The company says that the C-shaped strips of chrome on either side of the grille are meant to recall the brush guards one might find on an old Montero SUV, while the bumper’s lower opening pays homage to the Lancer Evolution X. We’re not positive we see much of the latter, but it’s impossible to deny that the new Outlander is far more exuberantly styled than its predecessor. The Engelberg Tourer’s side profile ports over largely unchanged in the new Outlander, with available 20-inch wheels and bulging front and rear wheel arches imparting a planted, rally-raider stance.
An upright greenhouse and thick D-pillar look appropriately SUV-like, though we’re not sure third-row passengers will feel anything but claustrophobic given those smallish rear quarter windows. The rear view features crisp, thin taillights that echo the front driving lights, as well as a bulging hexagon on the hatch skin that Mitsubishi says is meant to recall the external spare tires of its previous SUVs. However, we think an actual spare tire would have worked better in that regard.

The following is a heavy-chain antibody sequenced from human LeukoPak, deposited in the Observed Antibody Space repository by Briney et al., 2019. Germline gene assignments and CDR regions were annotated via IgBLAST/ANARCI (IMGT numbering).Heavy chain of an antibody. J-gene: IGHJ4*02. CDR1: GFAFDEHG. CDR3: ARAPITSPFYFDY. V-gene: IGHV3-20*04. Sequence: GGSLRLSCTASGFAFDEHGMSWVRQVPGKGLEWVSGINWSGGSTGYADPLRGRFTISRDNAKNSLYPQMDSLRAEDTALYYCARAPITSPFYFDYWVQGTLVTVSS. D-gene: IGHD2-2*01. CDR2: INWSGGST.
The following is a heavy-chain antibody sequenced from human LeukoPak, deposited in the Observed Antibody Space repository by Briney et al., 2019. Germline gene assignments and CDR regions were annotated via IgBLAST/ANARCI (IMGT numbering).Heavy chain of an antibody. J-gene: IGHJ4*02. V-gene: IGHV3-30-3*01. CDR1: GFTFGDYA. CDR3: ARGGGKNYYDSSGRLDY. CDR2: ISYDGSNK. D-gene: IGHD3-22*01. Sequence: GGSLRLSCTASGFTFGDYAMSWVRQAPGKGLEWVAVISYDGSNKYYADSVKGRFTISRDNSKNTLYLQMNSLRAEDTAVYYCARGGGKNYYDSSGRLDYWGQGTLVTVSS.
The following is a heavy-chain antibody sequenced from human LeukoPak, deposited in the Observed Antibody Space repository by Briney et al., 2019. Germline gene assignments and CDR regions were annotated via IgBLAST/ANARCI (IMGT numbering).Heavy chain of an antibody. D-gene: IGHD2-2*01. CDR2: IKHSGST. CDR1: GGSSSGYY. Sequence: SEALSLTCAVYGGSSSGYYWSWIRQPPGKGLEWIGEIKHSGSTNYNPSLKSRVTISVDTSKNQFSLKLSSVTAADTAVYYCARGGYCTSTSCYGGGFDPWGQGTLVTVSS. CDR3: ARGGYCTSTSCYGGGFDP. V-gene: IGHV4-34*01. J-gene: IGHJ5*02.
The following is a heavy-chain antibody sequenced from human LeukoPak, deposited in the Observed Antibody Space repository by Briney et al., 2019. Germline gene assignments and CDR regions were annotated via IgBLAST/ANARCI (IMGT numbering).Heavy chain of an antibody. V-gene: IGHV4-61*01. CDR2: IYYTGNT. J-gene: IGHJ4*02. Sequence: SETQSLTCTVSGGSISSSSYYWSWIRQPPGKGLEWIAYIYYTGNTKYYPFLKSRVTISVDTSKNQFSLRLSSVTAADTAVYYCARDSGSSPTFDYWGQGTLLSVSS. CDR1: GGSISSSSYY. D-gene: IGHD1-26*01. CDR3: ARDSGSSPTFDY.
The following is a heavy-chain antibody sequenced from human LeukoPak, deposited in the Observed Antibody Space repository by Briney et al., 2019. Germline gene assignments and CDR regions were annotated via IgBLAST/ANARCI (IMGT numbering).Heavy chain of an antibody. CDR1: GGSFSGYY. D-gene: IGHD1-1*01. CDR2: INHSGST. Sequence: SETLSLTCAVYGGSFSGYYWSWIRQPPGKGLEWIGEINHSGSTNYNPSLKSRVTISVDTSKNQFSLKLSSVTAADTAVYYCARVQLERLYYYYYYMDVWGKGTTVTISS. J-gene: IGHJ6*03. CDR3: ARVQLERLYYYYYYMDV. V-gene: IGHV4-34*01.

Under The Hood
Any comparisons to the husky Montero or the snarling Lancer Evolution end when peering under the hood of the Outlander. A 2.5-liter inline-four and continuously variable transmission, shared with the Nissan Rogue, send 181 horsepower (135 kilowatts) and 181 pound-feet (245 newton-meters) to the front or all four wheels. As on the Rogue, this powertrain option should be adequate for most daily driving tasks, although it might feel a bit dull when the Outlander is loaded down with seven passengers and their cargo.